“To me, the single most important skill needed for any CEO today is strategic acuity.”

Indra Nooyi, former CEO, Pepsi.

A popular mantra today is “fail fast and fail often.” If you follow this practice as a senior leader, research shows you will soon be an unemployed senior leader. Author Dan Ciampa’s research published in the Harvard Business Review found that one-third to one-half of new chief executives fail within their first 18 months. As Twitter co-founder Jack Dorsey said, “What’s the worst advice you see or hear given in your trade? ‘Fail fast!’” With several studies identifying the number one cause of business failure as bad strategy, taking the time to think strategically and plan appropriately provides a more favorable path to “succeed fast and often.” Let’s replace “Fail fast,” with “Think first.”

It’s a given that C-Suite leaders will encounter challenges and times when goals are not met. The key is to mine those moments for strategic insights and transform those learnings into practical action to move the business forward. As Harvard Business School professor Boris Groysberg writes, “For the senior-most executives, functional and technical expertise has become less important than understanding business fundamentals and strategy…To thrive as a C-level executive, an individual needs to be a good communicator, a collaborator, and a strategic thinker.”

In my work facilitating strategy sessions with executive management teams, I’ve been privileged to learn from some of the best minds in business. There are three disciplines I’ve observed in highly successful executives that you can leverage to become more strategic and effective in your role:

Acumen: The generation of insights to create new value.

Allocation: Focusing resources through strategic trade-offs.

Action: Prioritizing and executing initiatives.

Acumen for C-Suite executives begins with ensuring that all of your people are accountable for contributing new ideas that lead to customer and organizational value. I’ve worked with several leaders in the technology sector to enhance their organization’s generation of insights that then flow through insight networks that connect people and their ideas across functions and levels.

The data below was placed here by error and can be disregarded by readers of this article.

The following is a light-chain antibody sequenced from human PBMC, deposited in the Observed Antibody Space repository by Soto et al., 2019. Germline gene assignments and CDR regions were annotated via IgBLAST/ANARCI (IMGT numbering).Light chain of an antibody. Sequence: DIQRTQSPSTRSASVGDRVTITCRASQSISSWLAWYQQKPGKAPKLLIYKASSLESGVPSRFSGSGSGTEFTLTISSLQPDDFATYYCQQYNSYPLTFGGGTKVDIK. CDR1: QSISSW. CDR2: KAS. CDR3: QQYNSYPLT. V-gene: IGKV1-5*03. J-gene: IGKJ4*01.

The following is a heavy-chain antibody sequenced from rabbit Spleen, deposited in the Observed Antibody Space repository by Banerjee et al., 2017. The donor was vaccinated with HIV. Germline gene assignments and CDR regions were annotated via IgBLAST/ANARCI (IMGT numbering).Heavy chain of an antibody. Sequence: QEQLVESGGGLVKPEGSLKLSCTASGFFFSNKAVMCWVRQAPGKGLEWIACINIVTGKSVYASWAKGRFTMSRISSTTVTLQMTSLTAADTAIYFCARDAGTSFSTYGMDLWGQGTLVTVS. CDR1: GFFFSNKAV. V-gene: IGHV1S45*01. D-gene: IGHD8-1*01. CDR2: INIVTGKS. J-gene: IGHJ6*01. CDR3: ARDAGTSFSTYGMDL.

Some have taken this a step further by assigning accountability to their direct reports for harnessing insights from their teams on a monthly basis and generating “Insight Updates” across the matrix. This means that everyone is contributing ideas on how the business can be more effective, efficient, and innovative, creating a true learning organization. As Apple CEO Tim Cook said, “We want ideas coming from all 80,000 people, not five or three. A much smaller number of people have to decide and edit, and move forward, but we want ideas coming from everywhere.”

Another valuable aspect of Acumen for the C-Suite leader is the evolution of their business model. The business model represents how your team creates, delivers, and captures value. Within these three phases of the business model, it’s important as a senior leader to be crystal clear on core competencies (areas of expertise), capabilities (resources and activities), value proposition (external value), value chain (internal value) and profit channels (revenue models). Ensuring your executive team invests time in thinking through the future state of the business via interactive workshops can lead to exciting new opportunities, often times without involving significant new capital expenditure.

How much time is your C-Suite team investing in thinking about and discussing the future state of the business?

Allocation for C-Suite executives begins with active disengagement. Inventory the areas where your time, talent, and budget are currently being spent and then match those aggregates with your priorities. You’ll be amazed at how much time and budget is continuing to be invested in areas that don’t yield value. Then have the guts to pull the plug on things that aren’t working—not slowly over nine months—now! Research by Donald Sull of the MIT Sloan School of Management shows that 80 percent of mid-level managers say their senior leaders fail to kill unsuccessful initiatives quickly enough. How many tasks and initiatives are your team currently working on that add little value while sucking up the time and energy of your best people? Do something about it.